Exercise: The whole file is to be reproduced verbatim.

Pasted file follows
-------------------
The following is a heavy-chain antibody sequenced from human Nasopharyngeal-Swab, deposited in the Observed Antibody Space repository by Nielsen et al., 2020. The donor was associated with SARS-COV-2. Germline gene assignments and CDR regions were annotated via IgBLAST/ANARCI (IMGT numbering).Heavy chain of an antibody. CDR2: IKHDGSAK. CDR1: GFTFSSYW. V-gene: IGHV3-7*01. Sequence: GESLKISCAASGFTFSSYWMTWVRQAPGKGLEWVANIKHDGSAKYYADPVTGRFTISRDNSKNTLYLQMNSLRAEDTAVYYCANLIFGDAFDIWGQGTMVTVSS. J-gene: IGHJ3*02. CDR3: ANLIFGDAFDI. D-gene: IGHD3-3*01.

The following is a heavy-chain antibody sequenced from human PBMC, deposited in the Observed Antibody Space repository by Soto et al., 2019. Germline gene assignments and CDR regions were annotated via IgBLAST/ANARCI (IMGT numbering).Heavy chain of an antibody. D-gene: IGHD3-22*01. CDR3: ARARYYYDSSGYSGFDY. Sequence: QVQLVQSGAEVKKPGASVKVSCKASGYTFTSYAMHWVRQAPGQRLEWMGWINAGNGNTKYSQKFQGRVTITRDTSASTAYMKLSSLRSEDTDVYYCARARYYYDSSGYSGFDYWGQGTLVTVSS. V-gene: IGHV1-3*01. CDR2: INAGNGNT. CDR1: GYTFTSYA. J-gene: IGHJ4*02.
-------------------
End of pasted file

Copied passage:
The following is a heavy-chain antibody sequenced from human Nasopharyngeal-Swab, deposited in the Observed Antibody Space repository by Nielsen et al., 2020. The donor was associated with SARS-COV-2. Germline gene assignments and CDR regions were annotated via IgBLAST/ANARCI (IMGT numbering).Heavy chain of an antibody. CDR2: IKHDGSAK. CDR1: GFTFSSYW. V-gene: IGHV3-7*01. Sequence: GESLKISCAASGFTFSSYWMTWVRQAPGKGLEWVANIKHDGSAKYYADPVTGRFTISRDNSKNTLYLQMNSLRAEDTAVYYCANLIFGDAFDIWGQGTMVTVSS. J-gene: IGHJ3*02. CDR3: ANLIFGDAFDI. D-gene: IGHD3-3*01.

The following is a heavy-chain antibody sequenced from human PBMC, deposited in the Observed Antibody Space repository by Soto et al., 2019. Germline gene assignments and CDR regions were annotated via IgBLAST/ANARCI (IMGT numbering).Heavy chain of an antibody. D-gene: IGHD3-22*01. CDR3: ARARYYYDSSGYSGFDY. Sequence: QVQLVQSGAEVKKPGASVKVSCKASGYTFTSYAMHWVRQAPGQRLEWMGWINAGNGNTKYSQKFQGRVTITRDTSASTAYMKLSSLRSEDTDVYYCARARYYYDSSGYSGFDYWGQGTLVTVSS. V-gene: IGHV1-3*01. CDR2: INAGNGNT. CDR1: GYTFTSYA. J-gene: IGHJ4*02.